Liana Georgieva Minkova, The Fifth International Crime: Reflections on the Definition of Ecocide, J. OF GENOCIDE RES. 1 (2021)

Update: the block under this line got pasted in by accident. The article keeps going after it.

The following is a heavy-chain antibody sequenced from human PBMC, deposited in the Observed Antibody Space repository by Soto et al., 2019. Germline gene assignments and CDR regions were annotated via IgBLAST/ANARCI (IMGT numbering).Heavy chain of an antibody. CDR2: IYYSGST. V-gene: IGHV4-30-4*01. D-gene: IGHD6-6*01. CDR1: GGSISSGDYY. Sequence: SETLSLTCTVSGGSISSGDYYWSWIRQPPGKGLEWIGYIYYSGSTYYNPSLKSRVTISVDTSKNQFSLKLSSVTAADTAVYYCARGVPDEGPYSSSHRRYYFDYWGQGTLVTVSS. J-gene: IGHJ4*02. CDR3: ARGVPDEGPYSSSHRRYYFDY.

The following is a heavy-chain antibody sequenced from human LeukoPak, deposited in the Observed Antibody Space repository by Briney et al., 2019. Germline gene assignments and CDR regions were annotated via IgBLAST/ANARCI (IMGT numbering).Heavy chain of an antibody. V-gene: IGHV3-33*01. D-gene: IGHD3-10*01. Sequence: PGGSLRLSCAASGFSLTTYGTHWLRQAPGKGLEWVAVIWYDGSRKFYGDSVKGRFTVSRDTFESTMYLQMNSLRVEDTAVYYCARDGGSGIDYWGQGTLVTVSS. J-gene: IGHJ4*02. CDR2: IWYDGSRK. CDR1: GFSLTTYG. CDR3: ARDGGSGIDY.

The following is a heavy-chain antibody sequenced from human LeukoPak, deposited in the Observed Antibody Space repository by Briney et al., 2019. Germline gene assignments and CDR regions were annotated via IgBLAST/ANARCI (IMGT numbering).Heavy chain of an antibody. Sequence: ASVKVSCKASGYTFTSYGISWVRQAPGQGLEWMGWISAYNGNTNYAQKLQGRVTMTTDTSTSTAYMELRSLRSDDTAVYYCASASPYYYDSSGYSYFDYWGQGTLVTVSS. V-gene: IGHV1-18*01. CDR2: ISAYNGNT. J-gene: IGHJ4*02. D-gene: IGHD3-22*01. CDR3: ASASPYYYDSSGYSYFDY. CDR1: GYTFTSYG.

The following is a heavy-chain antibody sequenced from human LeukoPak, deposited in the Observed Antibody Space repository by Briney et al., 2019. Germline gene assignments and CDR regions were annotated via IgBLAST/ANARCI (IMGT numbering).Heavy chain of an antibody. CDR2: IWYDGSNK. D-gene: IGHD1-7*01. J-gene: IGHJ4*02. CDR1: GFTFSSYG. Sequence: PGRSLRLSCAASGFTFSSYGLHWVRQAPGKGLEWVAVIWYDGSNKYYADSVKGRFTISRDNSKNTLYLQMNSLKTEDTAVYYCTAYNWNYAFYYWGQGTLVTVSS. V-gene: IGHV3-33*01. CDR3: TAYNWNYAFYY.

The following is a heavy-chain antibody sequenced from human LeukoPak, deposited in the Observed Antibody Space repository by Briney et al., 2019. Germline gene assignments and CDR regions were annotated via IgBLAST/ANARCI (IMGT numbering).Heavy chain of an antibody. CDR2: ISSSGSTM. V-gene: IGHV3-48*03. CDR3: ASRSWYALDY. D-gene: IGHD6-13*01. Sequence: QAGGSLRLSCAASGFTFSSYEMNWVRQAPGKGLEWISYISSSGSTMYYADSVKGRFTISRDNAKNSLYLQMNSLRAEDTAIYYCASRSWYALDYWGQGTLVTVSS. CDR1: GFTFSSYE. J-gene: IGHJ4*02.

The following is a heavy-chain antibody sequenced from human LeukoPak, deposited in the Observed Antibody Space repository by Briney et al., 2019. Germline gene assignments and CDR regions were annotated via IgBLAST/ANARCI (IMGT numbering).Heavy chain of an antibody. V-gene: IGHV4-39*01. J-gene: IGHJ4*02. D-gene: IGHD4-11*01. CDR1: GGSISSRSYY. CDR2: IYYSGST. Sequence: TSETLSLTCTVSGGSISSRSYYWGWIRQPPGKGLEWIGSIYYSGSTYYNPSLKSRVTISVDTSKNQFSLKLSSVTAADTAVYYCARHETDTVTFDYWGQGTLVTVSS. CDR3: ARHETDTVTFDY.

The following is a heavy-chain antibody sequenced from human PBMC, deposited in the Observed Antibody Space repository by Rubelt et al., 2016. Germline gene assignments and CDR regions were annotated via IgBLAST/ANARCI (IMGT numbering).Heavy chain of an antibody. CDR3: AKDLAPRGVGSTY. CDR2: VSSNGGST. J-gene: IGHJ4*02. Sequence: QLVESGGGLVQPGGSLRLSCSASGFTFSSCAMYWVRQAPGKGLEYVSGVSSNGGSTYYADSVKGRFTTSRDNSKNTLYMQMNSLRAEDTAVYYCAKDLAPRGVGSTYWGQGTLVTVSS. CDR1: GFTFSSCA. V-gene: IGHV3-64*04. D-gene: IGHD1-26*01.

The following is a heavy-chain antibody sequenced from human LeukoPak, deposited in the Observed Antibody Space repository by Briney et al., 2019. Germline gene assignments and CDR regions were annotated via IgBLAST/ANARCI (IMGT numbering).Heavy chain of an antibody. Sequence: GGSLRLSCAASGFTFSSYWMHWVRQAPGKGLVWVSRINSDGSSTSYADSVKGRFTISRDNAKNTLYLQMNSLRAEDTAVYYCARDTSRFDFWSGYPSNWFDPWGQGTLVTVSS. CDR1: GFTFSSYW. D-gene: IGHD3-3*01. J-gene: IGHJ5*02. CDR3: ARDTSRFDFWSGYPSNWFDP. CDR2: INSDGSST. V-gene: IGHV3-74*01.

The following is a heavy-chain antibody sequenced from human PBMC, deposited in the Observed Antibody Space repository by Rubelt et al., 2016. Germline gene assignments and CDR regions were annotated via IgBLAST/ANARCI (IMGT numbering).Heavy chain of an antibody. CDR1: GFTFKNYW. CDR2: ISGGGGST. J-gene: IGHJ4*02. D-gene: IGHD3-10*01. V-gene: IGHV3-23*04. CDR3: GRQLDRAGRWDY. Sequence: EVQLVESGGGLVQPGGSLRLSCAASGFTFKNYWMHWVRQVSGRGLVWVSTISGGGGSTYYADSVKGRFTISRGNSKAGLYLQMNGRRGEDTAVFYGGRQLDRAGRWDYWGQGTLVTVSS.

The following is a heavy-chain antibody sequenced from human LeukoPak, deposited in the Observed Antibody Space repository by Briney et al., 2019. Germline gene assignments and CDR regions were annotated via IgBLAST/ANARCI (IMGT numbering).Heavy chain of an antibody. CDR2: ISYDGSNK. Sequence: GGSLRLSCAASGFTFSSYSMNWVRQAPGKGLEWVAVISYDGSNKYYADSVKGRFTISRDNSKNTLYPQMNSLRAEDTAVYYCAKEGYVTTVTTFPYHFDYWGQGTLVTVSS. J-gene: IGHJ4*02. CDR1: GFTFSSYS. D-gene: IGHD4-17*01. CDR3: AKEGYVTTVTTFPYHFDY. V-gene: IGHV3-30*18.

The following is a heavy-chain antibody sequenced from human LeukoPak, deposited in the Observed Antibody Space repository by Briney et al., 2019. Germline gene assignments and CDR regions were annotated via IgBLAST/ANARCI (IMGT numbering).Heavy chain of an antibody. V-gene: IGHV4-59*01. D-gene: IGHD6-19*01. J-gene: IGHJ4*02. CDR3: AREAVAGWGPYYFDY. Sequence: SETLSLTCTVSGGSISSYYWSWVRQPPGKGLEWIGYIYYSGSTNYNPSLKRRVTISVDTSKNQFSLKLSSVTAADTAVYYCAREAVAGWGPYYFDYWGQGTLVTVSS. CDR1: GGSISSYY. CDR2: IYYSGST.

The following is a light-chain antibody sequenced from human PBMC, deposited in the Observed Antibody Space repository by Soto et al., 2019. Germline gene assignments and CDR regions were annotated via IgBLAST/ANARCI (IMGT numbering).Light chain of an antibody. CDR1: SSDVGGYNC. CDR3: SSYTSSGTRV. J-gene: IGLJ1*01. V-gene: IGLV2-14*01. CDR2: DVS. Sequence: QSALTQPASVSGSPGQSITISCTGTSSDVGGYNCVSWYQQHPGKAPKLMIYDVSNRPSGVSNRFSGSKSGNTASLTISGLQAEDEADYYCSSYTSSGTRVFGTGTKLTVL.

This article engages with the debate on the Independent Expert Panel’s ( IEP) definition of ecocide by exploring in more detail two specific aspects of that definition. First, Minkova notes that even though the focus of the IEP’s proposal would be substantially more environmental than anthropocentric, it has still attracted criticism for incorporating an anthropocentric element. Specifically, the second paragraph of the proposed Article 8ter allows for consideration of the “social and economic benefit anticipated” from a particular environmentally harmful activity in assessing whether that activity amounts to an ecocide. To Minkova, this cost–benefit test obstructs the symbolic value of criminalizing the crime of ecocide at the ICC in the first place, namely, to communicate the idea that the wellbeing of nature and that of humans are inherently interlinked. Second, Minkova discusses the confusion regarding the mental element required under article 8ter. The exact requirement is “knowledge that there is a substantial likelihood,” but the IEP has commented that they mean recklessness or dolus eventualis. However, Minkova argues that knowledge, recklessness, and dolus eventualis are all separate standards and the current definition and commentary obscures what mental element is actually required. She suggests substituting knowledge with an “awareness of substantial likelihood” for the sake of clarity